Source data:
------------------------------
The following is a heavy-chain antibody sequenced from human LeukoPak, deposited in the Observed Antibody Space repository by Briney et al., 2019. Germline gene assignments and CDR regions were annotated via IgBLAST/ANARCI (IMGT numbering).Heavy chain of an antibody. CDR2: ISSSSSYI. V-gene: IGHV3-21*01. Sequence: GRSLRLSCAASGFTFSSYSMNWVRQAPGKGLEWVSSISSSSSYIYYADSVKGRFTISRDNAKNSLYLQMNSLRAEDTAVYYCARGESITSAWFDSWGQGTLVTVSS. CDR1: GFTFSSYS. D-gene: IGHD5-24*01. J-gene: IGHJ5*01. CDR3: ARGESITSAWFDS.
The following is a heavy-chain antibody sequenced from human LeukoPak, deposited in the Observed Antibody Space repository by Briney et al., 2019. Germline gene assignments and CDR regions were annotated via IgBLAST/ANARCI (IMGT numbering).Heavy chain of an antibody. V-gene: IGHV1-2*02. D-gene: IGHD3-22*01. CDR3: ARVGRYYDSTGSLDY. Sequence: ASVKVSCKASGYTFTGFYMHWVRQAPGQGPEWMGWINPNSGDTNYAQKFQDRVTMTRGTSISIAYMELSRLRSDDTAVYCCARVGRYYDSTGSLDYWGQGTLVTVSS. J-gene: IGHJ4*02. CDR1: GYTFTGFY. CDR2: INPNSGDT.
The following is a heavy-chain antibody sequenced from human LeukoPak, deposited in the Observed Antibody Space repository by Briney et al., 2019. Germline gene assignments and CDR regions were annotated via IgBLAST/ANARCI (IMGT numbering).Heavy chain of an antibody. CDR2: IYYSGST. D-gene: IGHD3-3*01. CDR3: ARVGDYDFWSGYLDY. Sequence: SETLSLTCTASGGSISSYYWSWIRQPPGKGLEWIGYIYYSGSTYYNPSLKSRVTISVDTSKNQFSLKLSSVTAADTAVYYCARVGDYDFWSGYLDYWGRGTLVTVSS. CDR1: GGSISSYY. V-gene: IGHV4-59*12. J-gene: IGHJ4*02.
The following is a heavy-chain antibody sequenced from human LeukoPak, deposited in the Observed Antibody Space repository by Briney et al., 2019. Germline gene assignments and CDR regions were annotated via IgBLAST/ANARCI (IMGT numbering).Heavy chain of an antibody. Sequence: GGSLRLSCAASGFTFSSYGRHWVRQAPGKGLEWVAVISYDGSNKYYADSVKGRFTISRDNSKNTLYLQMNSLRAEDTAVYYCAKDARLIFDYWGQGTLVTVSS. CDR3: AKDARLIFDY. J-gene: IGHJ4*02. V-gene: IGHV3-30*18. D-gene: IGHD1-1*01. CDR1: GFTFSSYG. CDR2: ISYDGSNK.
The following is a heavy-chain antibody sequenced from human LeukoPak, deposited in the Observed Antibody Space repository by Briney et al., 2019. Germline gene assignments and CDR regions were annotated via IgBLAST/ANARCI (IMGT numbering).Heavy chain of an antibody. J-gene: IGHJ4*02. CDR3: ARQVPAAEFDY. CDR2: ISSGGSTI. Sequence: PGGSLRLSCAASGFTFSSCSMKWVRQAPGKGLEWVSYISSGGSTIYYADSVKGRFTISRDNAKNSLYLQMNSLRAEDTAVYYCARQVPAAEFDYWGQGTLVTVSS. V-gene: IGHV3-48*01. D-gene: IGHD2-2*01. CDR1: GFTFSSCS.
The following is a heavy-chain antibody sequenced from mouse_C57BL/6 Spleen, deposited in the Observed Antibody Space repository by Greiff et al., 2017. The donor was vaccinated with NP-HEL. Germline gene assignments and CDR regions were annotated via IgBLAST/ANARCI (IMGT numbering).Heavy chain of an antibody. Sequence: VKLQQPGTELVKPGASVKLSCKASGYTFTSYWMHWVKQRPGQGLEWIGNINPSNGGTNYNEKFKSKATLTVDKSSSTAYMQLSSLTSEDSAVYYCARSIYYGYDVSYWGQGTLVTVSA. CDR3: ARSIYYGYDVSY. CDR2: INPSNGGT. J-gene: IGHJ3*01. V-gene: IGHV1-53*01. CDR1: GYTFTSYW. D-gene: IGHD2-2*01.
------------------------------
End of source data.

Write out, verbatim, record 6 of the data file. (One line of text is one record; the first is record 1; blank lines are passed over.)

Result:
The following is a heavy-chain antibody sequenced from mouse_C57BL/6 Spleen, deposited in the Observed Antibody Space repository by Greiff et al., 2017. The donor was vaccinated with NP-HEL. Germline gene assignments and CDR regions were annotated via IgBLAST/ANARCI (IMGT numbering).Heavy chain of an antibody. Sequence: VKLQQPGTELVKPGASVKLSCKASGYTFTSYWMHWVKQRPGQGLEWIGNINPSNGGTNYNEKFKSKATLTVDKSSSTAYMQLSSLTSEDSAVYYCARSIYYGYDVSYWGQGTLVTVSA. CDR3: ARSIYYGYDVSY. CDR2: INPSNGGT. J-gene: IGHJ3*01. V-gene: IGHV1-53*01. CDR1: GYTFTSYW. D-gene: IGHD2-2*01.